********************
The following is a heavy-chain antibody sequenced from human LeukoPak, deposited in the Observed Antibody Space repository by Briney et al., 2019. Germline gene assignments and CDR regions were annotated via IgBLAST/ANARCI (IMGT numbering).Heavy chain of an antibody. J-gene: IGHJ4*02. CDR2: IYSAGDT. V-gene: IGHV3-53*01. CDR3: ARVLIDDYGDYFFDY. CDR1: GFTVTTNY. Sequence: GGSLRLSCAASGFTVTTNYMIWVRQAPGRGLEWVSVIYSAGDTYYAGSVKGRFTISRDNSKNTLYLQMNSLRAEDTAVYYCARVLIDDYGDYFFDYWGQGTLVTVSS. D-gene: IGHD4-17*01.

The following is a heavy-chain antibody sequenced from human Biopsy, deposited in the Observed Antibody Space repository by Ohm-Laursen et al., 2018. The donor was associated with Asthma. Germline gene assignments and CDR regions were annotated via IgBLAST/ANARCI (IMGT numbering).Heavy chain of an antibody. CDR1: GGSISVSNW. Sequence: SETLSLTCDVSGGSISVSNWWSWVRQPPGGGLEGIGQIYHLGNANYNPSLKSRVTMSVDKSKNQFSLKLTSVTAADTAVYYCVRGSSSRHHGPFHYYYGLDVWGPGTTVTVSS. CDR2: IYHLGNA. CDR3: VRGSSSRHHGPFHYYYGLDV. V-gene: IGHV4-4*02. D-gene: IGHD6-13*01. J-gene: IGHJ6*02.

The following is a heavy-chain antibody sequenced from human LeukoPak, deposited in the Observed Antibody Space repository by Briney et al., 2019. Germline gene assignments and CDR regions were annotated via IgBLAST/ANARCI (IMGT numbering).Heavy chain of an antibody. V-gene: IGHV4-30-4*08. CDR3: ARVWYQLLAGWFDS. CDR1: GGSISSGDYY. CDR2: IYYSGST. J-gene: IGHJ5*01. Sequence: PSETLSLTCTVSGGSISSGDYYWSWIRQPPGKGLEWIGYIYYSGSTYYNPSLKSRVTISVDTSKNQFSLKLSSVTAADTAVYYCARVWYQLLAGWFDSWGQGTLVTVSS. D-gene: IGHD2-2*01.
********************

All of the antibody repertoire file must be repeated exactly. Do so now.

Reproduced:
The following is a heavy-chain antibody sequenced from human LeukoPak, deposited in the Observed Antibody Space repository by Briney et al., 2019. Germline gene assignments and CDR regions were annotated via IgBLAST/ANARCI (IMGT numbering).Heavy chain of an antibody. J-gene: IGHJ4*02. CDR2: IYSAGDT. V-gene: IGHV3-53*01. CDR3: ARVLIDDYGDYFFDY. CDR1: GFTVTTNY. Sequence: GGSLRLSCAASGFTVTTNYMIWVRQAPGRGLEWVSVIYSAGDTYYAGSVKGRFTISRDNSKNTLYLQMNSLRAEDTAVYYCARVLIDDYGDYFFDYWGQGTLVTVSS. D-gene: IGHD4-17*01.

The following is a heavy-chain antibody sequenced from human Biopsy, deposited in the Observed Antibody Space repository by Ohm-Laursen et al., 2018. The donor was associated with Asthma. Germline gene assignments and CDR regions were annotated via IgBLAST/ANARCI (IMGT numbering).Heavy chain of an antibody. CDR1: GGSISVSNW. Sequence: SETLSLTCDVSGGSISVSNWWSWVRQPPGGGLEGIGQIYHLGNANYNPSLKSRVTMSVDKSKNQFSLKLTSVTAADTAVYYCVRGSSSRHHGPFHYYYGLDVWGPGTTVTVSS. CDR2: IYHLGNA. CDR3: VRGSSSRHHGPFHYYYGLDV. V-gene: IGHV4-4*02. D-gene: IGHD6-13*01. J-gene: IGHJ6*02.

The following is a heavy-chain antibody sequenced from human LeukoPak, deposited in the Observed Antibody Space repository by Briney et al., 2019. Germline gene assignments and CDR regions were annotated via IgBLAST/ANARCI (IMGT numbering).Heavy chain of an antibody. V-gene: IGHV4-30-4*08. CDR3: ARVWYQLLAGWFDS. CDR1: GGSISSGDYY. CDR2: IYYSGST. J-gene: IGHJ5*01. Sequence: PSETLSLTCTVSGGSISSGDYYWSWIRQPPGKGLEWIGYIYYSGSTYYNPSLKSRVTISVDTSKNQFSLKLSSVTAADTAVYYCARVWYQLLAGWFDSWGQGTLVTVSS. D-gene: IGHD2-2*01.